Stress may trigger symptom flare-ups in people with seasonal allergies, a new study suggests. Researchers followed 179 people with hay fever for 12 weeks, and found that 39 percent of them had more than one flare-up. Those patients had higher levels of stress than those who didn't have allergy symptoms during the study period. Sixty-four percent of the participants with higher stress levels had more than four flare-ups over two 14-day periods, according to the findings. There was no significant link between stress and flare-ups on the same day, but a number of people had flare-ups within days of experiencing increased daily stress, the researchers said. "Stress can cause several negative effects on the body, including causing more symptoms for allergy sufferers," study author said. "Our study also found those with more frequent allergy flares also have a greater negative mood, which may be leading to these flares," she added. "Symptoms, such as sneezing, runny nose and watery eyes can cause added stress for allergy sufferers, and may even be the root of stress for some," she said. "While alleviating stress won't cure allergies, it may help decrease episodes of intense symptoms." Although the study found an association between stress levels and severity of allergy symptoms, it did not prove a cause-and-effect relationship. Ways to reduce and control stress include: meditation and deep breathing; making time for fun and relaxation; eating right, getting sufficient sleep and taking care of health issues; asking for help from a family member, co-worker or social worker; and eliminating things that cause stress and learning how to cope with it better.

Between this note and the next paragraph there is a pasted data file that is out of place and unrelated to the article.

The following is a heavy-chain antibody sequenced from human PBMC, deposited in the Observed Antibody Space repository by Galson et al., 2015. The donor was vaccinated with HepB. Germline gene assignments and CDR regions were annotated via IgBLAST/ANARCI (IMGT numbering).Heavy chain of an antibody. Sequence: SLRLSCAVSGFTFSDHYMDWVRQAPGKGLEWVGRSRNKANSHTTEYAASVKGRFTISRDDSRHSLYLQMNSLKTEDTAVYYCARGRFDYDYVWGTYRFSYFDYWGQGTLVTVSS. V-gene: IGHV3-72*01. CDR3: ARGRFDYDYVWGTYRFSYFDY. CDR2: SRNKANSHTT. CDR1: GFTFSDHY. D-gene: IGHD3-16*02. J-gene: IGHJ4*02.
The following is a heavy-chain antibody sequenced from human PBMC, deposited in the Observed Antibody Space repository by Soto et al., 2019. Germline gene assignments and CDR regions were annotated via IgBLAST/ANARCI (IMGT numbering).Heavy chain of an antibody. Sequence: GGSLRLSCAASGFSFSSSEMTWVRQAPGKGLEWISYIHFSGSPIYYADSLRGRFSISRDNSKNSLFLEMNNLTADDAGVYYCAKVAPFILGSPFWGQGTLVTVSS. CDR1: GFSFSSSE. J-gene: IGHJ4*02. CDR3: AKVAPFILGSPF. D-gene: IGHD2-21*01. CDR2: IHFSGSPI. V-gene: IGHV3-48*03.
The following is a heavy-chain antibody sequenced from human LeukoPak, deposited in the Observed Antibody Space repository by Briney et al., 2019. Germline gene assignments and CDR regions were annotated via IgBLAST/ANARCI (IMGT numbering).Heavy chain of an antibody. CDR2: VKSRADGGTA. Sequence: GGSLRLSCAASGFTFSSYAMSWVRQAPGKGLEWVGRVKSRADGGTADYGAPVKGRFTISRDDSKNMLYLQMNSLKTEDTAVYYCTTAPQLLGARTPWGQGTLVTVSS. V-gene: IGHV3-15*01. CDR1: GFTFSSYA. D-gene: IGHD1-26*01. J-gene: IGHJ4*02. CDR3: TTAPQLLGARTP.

SOURCE: HealthDay News, April 2014

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Vit-D & Obesity !

Too Little Vitamin D May Add To Obesity's Burden